At the end of June, the House of Representatives voted to extend the $8,000 homebuyers’ tax credit, by an extraordinary margin of 409–5. The Senate approved the measure on a voice vote. At a polarized political moment, this near unanimity was noteworthy in itself. Conservative Republicans and liberal Democrats, from cities and suburbs and small towns across the country, joined together to shower a bit more taxpayer largesse on one of America’s favorite industries: real estate. But there’s a problem with this bipartisan idyll.
Though the homebuyers’ credit was sold as a stimulus measure, we have no reason to believe that it is anything other than another wealth transfer to a large and powerful industry, one with allies conveniently situated in every congressional district. Casey Mulligan of the University of Chicago has suggested that the credit had almost no economic impact. As Harvard economist Edward Glaeser observed, it did little more than create an incentive for “mindless house swapping.” It didn’t even have a meaningful impact on the behavior of first-time homebuyers — people already planning to make purchases simply moved them forward a few months. Yet this
is where we find a consensus in policymaking: We can’t agree on balancing the budget or reforming entitlements or the tax code, but we can agree to churn the housing market so that a handful of real-estate agents can make a buck on commissions while the economy crumbles.
Across the world, governments have spent vast sums on doomed industrial policies. We often hear about the occasional success of efforts in East Asia to nurture shipbuilding and automobile manufacture and electronics. But we don’t hear about the countless failures, in which cronies of the party in power receive endless subsidies and concessions, getting richer at the expense of the economy as a whole.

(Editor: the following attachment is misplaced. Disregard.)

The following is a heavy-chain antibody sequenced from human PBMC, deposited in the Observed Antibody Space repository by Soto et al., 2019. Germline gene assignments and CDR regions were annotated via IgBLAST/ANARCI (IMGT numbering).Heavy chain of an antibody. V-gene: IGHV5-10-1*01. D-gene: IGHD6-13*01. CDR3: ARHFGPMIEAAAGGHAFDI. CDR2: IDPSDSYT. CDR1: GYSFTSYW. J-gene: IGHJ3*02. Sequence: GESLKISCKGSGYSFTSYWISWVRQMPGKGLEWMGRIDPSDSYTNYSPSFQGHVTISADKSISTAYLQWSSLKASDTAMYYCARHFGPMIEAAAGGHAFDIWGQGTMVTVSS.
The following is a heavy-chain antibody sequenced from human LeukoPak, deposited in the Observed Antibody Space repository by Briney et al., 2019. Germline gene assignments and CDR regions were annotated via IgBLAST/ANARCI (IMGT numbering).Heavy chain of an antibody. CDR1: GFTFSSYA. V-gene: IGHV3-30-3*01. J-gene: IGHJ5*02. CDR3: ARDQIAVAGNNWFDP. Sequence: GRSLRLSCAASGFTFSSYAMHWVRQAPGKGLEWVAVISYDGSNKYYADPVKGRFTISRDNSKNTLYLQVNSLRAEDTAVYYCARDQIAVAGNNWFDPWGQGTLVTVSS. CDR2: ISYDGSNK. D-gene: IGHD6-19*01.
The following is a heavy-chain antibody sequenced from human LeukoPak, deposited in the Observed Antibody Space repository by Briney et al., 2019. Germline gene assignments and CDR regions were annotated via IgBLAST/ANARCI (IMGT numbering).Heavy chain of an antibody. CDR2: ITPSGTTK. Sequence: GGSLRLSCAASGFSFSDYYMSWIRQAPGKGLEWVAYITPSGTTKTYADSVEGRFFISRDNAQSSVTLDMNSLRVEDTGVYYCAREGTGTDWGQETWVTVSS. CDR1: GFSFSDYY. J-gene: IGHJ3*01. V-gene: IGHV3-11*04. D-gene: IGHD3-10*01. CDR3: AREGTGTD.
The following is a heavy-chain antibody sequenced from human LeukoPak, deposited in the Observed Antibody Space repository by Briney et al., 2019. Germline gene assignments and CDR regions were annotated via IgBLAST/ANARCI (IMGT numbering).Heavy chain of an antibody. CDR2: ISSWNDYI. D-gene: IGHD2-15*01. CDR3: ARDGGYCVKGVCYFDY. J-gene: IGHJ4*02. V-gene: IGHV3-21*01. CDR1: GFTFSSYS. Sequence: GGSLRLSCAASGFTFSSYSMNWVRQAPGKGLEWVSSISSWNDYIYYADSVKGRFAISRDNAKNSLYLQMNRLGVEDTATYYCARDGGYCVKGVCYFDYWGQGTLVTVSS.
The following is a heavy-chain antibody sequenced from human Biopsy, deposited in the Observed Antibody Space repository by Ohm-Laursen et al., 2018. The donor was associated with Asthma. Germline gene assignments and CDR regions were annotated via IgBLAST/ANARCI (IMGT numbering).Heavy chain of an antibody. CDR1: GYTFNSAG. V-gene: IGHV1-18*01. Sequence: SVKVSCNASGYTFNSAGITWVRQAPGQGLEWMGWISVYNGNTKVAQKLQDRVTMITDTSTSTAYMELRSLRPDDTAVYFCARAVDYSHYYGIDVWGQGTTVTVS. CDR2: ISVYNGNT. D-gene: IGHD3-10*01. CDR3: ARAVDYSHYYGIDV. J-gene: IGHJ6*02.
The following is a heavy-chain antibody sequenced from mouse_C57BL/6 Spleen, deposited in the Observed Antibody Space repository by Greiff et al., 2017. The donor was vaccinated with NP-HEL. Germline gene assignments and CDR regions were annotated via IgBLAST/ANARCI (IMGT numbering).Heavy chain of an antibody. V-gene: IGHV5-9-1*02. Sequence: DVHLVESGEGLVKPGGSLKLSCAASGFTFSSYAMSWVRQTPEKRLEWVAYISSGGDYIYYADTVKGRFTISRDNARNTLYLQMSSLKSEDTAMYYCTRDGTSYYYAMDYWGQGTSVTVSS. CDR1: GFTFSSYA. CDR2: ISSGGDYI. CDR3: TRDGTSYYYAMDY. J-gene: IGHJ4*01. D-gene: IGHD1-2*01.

In the United States, our industrial policy for most of the last century has been centered on housing. Tax subsidies and the government-sponsored enterprises (GSEs) Fannie Mae and Freddie Mac have helped channel hundreds of billions of dollars into housing. There was a certain logic, however flawed, behind this policy. As opportunities for less-skilled workers declined, construction jobs provided a much-needed income boost to many working- and middle-class households. But like any arrangement built on government favoritism, this one was bound to fall apart. Long-term unemployment has skyrocketed in no small part because of the evaporation of construction jobs that date from the overbuilding that occurred during the bubble years.
What we need now is to turn away from this disastrous policy and find new, sustainable sources of jobs and economic growth. That will require a series of painful steps — among them, phasing out the mortgage-interest deduction and eliminating the GSEs — that will minimize the privileges housing enjoys relative to investments in other industries. By shifting resources from housing to more productive sectors, we will have higher and more sustainable growth. With trillions of dollars and the health of the economy at stake, the question isn’t whether we must do it, but whether we will do it now or wait until our economy is in even worse shape.